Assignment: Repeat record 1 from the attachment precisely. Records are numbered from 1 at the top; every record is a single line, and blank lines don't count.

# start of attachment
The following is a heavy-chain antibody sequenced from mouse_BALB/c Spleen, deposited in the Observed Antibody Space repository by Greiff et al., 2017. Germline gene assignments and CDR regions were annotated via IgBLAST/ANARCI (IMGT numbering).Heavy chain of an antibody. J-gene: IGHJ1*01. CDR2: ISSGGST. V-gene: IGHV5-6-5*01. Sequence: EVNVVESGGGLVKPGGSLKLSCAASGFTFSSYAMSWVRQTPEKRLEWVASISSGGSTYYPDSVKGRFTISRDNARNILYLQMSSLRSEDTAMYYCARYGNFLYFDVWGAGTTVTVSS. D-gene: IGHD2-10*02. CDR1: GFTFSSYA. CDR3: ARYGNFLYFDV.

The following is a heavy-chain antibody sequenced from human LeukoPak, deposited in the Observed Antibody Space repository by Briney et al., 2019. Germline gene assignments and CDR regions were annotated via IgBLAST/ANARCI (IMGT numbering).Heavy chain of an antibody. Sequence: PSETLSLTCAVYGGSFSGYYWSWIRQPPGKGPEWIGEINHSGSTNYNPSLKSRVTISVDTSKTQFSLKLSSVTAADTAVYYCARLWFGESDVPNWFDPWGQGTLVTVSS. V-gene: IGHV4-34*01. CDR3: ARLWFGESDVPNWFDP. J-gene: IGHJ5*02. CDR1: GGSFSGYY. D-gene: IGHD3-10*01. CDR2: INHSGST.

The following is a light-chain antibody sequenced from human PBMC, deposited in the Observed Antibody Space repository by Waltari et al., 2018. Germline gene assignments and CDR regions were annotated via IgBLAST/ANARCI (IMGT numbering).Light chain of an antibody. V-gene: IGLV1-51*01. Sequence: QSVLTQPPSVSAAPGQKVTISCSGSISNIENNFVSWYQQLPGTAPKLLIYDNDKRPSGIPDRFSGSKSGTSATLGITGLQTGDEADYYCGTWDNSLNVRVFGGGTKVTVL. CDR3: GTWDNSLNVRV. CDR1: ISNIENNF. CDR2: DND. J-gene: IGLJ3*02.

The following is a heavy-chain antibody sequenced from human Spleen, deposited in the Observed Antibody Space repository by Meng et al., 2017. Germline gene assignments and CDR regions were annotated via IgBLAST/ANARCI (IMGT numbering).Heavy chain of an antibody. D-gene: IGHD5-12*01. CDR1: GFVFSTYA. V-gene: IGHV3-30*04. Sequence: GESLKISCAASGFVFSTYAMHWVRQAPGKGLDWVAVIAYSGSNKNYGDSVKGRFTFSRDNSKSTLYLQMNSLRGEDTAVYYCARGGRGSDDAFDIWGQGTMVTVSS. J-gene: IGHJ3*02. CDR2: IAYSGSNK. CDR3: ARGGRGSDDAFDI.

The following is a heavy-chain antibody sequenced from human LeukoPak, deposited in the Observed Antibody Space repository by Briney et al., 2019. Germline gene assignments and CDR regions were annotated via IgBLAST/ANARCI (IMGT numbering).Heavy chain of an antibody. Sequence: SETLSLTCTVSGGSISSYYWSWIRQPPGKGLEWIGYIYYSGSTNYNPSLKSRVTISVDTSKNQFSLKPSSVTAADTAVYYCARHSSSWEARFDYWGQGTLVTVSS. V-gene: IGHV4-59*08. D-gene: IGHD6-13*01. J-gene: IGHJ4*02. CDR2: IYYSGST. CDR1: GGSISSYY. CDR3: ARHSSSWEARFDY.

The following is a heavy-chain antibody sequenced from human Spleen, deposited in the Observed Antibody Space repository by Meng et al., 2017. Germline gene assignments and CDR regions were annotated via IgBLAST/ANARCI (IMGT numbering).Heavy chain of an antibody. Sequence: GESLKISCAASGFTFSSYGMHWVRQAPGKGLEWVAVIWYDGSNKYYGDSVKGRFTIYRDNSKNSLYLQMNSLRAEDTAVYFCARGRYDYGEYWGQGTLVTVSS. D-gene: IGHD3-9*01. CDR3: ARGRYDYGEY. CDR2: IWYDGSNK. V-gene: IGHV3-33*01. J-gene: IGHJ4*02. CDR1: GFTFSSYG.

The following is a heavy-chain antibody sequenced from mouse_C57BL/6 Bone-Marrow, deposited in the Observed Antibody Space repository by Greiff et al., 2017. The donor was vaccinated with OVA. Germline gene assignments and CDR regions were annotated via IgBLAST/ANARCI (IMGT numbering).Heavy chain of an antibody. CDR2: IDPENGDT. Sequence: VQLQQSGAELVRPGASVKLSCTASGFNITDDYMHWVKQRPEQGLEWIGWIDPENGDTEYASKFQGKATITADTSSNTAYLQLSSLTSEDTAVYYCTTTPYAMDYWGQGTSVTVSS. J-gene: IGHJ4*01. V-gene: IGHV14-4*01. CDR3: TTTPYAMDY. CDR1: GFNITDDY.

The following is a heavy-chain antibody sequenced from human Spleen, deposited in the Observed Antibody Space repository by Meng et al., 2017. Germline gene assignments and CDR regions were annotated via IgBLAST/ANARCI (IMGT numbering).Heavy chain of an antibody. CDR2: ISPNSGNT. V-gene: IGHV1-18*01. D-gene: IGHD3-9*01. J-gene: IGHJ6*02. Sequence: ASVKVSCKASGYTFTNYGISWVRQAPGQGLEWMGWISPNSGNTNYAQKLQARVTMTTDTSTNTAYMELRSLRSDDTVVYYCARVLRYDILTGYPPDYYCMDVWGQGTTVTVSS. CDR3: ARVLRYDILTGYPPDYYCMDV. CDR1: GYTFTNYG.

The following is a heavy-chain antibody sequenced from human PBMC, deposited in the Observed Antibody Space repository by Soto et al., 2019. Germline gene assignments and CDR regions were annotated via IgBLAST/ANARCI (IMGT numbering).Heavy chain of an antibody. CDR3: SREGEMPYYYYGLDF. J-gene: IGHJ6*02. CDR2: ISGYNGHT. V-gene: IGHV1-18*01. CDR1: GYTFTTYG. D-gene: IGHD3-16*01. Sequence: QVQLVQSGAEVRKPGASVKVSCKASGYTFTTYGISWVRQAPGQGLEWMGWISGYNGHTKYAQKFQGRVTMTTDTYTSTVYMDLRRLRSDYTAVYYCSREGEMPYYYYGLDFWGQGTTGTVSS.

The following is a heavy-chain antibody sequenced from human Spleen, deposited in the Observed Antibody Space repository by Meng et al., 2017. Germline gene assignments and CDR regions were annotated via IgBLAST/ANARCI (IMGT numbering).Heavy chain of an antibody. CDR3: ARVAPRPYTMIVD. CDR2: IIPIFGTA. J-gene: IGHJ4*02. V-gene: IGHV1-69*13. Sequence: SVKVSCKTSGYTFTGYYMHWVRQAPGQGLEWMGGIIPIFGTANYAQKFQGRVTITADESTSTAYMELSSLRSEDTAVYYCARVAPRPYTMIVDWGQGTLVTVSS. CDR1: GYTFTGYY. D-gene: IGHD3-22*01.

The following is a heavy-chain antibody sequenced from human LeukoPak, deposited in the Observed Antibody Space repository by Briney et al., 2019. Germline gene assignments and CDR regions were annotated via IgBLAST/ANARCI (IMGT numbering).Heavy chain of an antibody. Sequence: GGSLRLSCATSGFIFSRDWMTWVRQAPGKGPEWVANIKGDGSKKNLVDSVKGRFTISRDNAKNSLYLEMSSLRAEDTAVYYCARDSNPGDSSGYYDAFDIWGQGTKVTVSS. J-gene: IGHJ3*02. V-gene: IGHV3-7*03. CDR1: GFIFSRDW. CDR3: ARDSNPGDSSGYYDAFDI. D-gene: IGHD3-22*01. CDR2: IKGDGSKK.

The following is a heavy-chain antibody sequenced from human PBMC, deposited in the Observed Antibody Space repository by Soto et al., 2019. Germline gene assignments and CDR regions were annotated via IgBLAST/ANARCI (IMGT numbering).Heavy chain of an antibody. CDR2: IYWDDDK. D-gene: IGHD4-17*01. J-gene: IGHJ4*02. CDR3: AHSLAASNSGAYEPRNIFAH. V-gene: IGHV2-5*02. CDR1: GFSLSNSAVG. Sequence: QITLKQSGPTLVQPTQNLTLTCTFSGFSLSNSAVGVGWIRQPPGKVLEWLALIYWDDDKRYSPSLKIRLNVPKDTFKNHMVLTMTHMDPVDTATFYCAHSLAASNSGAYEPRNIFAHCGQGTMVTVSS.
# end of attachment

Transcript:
The following is a heavy-chain antibody sequenced from mouse_BALB/c Spleen, deposited in the Observed Antibody Space repository by Greiff et al., 2017. Germline gene assignments and CDR regions were annotated via IgBLAST/ANARCI (IMGT numbering).Heavy chain of an antibody. J-gene: IGHJ1*01. CDR2: ISSGGST. V-gene: IGHV5-6-5*01. Sequence: EVNVVESGGGLVKPGGSLKLSCAASGFTFSSYAMSWVRQTPEKRLEWVASISSGGSTYYPDSVKGRFTISRDNARNILYLQMSSLRSEDTAMYYCARYGNFLYFDVWGAGTTVTVSS. D-gene: IGHD2-10*02. CDR1: GFTFSSYA. CDR3: ARYGNFLYFDV.